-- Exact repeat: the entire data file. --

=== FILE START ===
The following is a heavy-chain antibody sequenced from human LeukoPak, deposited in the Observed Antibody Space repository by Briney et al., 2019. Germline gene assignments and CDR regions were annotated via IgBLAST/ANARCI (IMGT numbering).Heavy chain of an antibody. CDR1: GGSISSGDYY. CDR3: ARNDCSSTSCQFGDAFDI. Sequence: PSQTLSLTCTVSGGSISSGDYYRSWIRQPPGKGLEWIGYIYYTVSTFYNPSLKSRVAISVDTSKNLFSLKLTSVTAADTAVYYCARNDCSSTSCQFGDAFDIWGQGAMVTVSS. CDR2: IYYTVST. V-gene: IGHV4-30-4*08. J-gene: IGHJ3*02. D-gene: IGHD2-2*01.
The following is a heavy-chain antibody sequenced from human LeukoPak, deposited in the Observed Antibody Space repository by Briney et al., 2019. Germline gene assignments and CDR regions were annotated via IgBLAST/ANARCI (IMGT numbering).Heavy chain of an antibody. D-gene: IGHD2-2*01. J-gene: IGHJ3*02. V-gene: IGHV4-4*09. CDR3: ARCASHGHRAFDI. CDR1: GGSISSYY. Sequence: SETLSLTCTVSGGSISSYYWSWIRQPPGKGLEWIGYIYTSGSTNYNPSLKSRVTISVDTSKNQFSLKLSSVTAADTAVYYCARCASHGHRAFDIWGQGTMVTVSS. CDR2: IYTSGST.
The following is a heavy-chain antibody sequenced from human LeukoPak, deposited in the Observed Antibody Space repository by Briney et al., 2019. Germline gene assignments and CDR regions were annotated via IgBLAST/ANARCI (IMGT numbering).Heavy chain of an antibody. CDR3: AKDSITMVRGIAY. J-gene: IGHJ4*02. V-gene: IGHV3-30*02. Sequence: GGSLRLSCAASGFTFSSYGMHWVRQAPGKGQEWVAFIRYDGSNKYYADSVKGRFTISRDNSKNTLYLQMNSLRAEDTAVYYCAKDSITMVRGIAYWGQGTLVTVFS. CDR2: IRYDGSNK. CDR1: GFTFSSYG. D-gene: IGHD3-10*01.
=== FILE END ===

The following is a heavy-chain antibody sequenced from human LeukoPak, deposited in the Observed Antibody Space repository by Briney et al., 2019. Germline gene assignments and CDR regions were annotated via IgBLAST/ANARCI (IMGT numbering).Heavy chain of an antibody. CDR1: GGSISSGDYY. CDR3: ARNDCSSTSCQFGDAFDI. Sequence: PSQTLSLTCTVSGGSISSGDYYRSWIRQPPGKGLEWIGYIYYTVSTFYNPSLKSRVAISVDTSKNLFSLKLTSVTAADTAVYYCARNDCSSTSCQFGDAFDIWGQGAMVTVSS. CDR2: IYYTVST. V-gene: IGHV4-30-4*08. J-gene: IGHJ3*02. D-gene: IGHD2-2*01.
The following is a heavy-chain antibody sequenced from human LeukoPak, deposited in the Observed Antibody Space repository by Briney et al., 2019. Germline gene assignments and CDR regions were annotated via IgBLAST/ANARCI (IMGT numbering).Heavy chain of an antibody. D-gene: IGHD2-2*01. J-gene: IGHJ3*02. V-gene: IGHV4-4*09. CDR3: ARCASHGHRAFDI. CDR1: GGSISSYY. Sequence: SETLSLTCTVSGGSISSYYWSWIRQPPGKGLEWIGYIYTSGSTNYNPSLKSRVTISVDTSKNQFSLKLSSVTAADTAVYYCARCASHGHRAFDIWGQGTMVTVSS. CDR2: IYTSGST.
The following is a heavy-chain antibody sequenced from human LeukoPak, deposited in the Observed Antibody Space repository by Briney et al., 2019. Germline gene assignments and CDR regions were annotated via IgBLAST/ANARCI (IMGT numbering).Heavy chain of an antibody. CDR3: AKDSITMVRGIAY. J-gene: IGHJ4*02. V-gene: IGHV3-30*02. Sequence: GGSLRLSCAASGFTFSSYGMHWVRQAPGKGQEWVAFIRYDGSNKYYADSVKGRFTISRDNSKNTLYLQMNSLRAEDTAVYYCAKDSITMVRGIAYWGQGTLVTVFS. CDR2: IRYDGSNK. CDR1: GFTFSSYG. D-gene: IGHD3-10*01.